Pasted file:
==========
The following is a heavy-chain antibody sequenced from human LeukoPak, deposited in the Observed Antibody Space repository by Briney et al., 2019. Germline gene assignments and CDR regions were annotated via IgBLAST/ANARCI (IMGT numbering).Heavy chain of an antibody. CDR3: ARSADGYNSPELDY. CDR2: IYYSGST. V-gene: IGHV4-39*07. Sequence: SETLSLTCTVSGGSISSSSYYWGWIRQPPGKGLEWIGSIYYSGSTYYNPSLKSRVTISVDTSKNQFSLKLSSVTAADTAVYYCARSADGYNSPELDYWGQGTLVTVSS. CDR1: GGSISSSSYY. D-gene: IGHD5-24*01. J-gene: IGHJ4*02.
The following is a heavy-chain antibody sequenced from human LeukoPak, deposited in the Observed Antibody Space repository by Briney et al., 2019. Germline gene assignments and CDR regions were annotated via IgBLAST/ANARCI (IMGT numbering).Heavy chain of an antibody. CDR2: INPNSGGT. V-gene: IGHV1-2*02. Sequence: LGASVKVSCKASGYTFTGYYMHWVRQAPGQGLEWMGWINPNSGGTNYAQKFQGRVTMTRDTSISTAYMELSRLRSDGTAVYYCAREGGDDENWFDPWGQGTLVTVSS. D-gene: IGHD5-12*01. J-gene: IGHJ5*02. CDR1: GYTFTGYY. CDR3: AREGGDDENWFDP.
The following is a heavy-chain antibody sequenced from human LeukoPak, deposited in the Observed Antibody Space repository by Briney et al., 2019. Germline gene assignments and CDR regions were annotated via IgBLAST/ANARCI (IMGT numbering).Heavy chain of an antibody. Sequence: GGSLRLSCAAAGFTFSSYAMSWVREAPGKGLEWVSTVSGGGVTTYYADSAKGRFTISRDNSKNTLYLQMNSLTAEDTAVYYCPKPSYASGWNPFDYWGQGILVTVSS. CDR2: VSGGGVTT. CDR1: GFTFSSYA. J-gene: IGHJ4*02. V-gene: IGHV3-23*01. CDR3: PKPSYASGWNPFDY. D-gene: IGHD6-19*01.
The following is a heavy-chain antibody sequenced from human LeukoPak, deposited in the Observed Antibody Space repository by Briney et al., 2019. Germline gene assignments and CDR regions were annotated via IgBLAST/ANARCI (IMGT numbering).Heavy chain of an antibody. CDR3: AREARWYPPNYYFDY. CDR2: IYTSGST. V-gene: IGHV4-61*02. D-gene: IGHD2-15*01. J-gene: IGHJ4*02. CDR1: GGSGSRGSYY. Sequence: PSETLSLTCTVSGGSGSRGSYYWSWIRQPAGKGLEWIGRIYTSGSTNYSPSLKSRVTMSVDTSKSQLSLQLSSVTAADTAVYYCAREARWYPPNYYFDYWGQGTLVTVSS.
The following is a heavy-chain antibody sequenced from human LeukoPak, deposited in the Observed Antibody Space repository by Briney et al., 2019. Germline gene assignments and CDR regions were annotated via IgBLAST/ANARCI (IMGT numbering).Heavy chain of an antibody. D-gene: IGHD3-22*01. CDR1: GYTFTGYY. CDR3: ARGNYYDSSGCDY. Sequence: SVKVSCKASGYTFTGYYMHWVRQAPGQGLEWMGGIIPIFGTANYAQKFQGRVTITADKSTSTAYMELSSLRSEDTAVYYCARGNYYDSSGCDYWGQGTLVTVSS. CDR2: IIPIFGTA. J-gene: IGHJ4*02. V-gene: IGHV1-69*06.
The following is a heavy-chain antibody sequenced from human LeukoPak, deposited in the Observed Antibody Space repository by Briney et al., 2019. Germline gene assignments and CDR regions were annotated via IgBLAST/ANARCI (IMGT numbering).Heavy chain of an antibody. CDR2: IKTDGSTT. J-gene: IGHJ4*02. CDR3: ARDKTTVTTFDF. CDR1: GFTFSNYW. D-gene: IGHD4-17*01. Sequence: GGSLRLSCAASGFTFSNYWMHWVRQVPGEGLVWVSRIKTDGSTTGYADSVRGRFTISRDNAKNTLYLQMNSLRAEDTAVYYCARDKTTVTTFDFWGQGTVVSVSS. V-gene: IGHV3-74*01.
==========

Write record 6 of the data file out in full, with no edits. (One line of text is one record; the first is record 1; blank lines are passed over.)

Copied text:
The following is a heavy-chain antibody sequenced from human LeukoPak, deposited in the Observed Antibody Space repository by Briney et al., 2019. Germline gene assignments and CDR regions were annotated via IgBLAST/ANARCI (IMGT numbering).Heavy chain of an antibody. CDR2: IKTDGSTT. J-gene: IGHJ4*02. CDR3: ARDKTTVTTFDF. CDR1: GFTFSNYW. D-gene: IGHD4-17*01. Sequence: GGSLRLSCAASGFTFSNYWMHWVRQVPGEGLVWVSRIKTDGSTTGYADSVRGRFTISRDNAKNTLYLQMNSLRAEDTAVYYCARDKTTVTTFDFWGQGTVVSVSS. V-gene: IGHV3-74*01.